MSN: Mother's stress levels during pregnancy could increase risk of illness in children

UC researcher says host of conditions that start in childhood linked to DNA mutation and stress

MSN reported research findings from University of Cincinnati researcher Kelly Brunst, PhD, that indicate a mother’s stress levels during pregnancy could increase the risk of their unborn child developing illnesses later in life. Brunst, an assistant professor in the UC College of Medicine, says psychosocial factors in mothers that create stress may also be mutating a child’s mitochondrial DNA and could be precursor to a host of diseases including asthma, obesity, attention deficit hyperactivity disorder and autism.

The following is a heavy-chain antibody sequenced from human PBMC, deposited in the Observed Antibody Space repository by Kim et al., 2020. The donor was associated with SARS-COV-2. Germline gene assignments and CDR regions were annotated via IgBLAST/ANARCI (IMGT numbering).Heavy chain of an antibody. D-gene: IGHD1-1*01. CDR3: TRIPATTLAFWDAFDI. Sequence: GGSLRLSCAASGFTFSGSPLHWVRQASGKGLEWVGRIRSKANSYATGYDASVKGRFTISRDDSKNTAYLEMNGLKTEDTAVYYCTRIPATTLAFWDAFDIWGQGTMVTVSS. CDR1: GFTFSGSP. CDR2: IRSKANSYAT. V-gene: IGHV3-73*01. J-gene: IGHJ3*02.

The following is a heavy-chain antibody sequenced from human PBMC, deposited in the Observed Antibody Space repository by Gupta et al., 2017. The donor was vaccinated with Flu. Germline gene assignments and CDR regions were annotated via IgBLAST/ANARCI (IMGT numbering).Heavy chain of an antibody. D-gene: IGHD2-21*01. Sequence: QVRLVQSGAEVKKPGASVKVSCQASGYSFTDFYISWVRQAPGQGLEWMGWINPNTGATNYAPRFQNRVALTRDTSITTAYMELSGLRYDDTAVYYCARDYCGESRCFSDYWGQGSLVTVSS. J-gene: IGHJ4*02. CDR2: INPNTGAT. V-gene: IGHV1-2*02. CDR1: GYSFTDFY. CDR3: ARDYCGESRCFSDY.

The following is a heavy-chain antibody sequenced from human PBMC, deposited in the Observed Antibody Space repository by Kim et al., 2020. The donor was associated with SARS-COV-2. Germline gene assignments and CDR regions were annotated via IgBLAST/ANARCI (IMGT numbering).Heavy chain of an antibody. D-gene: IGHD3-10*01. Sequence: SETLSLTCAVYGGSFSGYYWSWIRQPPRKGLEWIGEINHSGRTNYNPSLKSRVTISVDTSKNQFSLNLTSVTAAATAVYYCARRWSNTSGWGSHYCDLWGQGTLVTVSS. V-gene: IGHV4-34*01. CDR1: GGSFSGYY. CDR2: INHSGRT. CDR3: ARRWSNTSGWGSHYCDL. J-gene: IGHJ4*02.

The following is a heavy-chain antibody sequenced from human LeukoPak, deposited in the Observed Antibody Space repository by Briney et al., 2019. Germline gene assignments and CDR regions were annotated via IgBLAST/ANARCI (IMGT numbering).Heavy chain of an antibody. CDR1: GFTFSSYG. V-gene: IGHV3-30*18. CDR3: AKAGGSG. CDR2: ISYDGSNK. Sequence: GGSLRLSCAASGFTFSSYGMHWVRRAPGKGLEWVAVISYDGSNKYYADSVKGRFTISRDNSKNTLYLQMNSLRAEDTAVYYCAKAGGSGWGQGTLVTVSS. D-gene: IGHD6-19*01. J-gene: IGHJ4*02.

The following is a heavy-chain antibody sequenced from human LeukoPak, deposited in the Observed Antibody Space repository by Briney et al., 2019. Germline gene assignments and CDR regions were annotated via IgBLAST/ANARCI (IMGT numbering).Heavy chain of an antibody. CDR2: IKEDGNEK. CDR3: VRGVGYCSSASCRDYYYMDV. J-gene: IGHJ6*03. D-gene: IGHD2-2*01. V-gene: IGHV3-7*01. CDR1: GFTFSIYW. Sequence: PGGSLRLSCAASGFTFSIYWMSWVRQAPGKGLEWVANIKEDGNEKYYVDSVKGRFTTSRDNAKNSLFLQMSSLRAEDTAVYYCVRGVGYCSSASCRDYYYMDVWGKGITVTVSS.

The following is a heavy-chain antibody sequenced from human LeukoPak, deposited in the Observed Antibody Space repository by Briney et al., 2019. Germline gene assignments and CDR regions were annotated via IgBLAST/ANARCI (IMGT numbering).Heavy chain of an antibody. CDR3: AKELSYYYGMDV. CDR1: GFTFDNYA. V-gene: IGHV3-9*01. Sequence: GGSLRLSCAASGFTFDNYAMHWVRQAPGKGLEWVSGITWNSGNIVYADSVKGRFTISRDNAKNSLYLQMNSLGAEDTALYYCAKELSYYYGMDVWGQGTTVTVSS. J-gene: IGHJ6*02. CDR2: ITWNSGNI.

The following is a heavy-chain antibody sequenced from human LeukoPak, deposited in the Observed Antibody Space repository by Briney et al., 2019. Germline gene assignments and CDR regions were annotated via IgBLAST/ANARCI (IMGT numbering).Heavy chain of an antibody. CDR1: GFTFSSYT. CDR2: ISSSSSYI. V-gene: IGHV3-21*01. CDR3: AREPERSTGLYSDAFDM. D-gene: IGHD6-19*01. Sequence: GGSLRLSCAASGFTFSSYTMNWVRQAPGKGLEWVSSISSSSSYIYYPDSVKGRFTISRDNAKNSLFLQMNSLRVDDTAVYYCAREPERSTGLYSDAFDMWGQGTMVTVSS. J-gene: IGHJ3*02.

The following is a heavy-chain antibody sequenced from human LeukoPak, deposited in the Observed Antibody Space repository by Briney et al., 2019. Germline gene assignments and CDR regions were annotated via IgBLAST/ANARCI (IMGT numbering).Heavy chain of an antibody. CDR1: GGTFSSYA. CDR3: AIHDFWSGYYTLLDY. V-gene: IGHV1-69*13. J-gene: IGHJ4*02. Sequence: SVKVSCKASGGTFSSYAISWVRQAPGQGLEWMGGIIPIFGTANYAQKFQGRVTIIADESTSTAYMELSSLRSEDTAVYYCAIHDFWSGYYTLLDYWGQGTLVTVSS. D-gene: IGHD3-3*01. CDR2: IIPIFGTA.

"We don't just wake up one day and have asthma or attention deficit hyperactivity disorder," Brunst is quoted in MSN. "The programming effects resulting from environmentally induced shifts occur over time and likely start during gestation at the molecular and cellular level. These shifts alter physiological states that likely play a role in who is going to go on and develop adverse health outcomes.”

Read the full MSN story online.

The research was also picked up by other media:

Learn more about the research from Kelly Brunst, PhD.

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